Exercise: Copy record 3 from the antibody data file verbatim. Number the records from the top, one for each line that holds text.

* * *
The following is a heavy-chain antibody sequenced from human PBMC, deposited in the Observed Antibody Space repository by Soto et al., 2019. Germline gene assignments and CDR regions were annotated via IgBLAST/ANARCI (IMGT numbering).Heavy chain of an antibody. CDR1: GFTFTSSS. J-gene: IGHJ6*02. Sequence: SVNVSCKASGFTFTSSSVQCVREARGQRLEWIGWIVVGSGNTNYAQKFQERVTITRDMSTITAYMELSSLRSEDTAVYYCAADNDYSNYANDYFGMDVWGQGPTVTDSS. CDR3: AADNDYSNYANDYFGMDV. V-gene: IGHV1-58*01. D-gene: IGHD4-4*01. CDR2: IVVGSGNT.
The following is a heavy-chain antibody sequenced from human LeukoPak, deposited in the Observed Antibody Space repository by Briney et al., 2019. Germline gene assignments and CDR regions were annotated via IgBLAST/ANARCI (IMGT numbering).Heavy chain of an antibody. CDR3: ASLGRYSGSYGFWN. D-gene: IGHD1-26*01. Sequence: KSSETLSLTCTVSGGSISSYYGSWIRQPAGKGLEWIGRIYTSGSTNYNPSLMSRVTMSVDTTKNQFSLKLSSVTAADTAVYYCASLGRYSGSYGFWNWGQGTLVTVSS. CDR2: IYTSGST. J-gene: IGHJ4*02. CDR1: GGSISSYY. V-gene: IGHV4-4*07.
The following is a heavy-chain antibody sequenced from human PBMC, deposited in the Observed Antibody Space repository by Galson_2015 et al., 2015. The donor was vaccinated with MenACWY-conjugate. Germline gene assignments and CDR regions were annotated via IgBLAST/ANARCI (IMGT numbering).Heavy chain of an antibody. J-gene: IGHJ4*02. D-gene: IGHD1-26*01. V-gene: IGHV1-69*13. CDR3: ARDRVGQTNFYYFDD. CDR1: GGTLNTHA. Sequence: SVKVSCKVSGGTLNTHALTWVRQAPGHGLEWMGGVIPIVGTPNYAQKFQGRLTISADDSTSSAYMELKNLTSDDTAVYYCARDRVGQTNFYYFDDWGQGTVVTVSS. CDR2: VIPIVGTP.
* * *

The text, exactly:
The following is a heavy-chain antibody sequenced from human PBMC, deposited in the Observed Antibody Space repository by Galson_2015 et al., 2015. The donor was vaccinated with MenACWY-conjugate. Germline gene assignments and CDR regions were annotated via IgBLAST/ANARCI (IMGT numbering).Heavy chain of an antibody. J-gene: IGHJ4*02. D-gene: IGHD1-26*01. V-gene: IGHV1-69*13. CDR3: ARDRVGQTNFYYFDD. CDR1: GGTLNTHA. Sequence: SVKVSCKVSGGTLNTHALTWVRQAPGHGLEWMGGVIPIVGTPNYAQKFQGRLTISADDSTSSAYMELKNLTSDDTAVYYCARDRVGQTNFYYFDDWGQGTVVTVSS. CDR2: VIPIVGTP.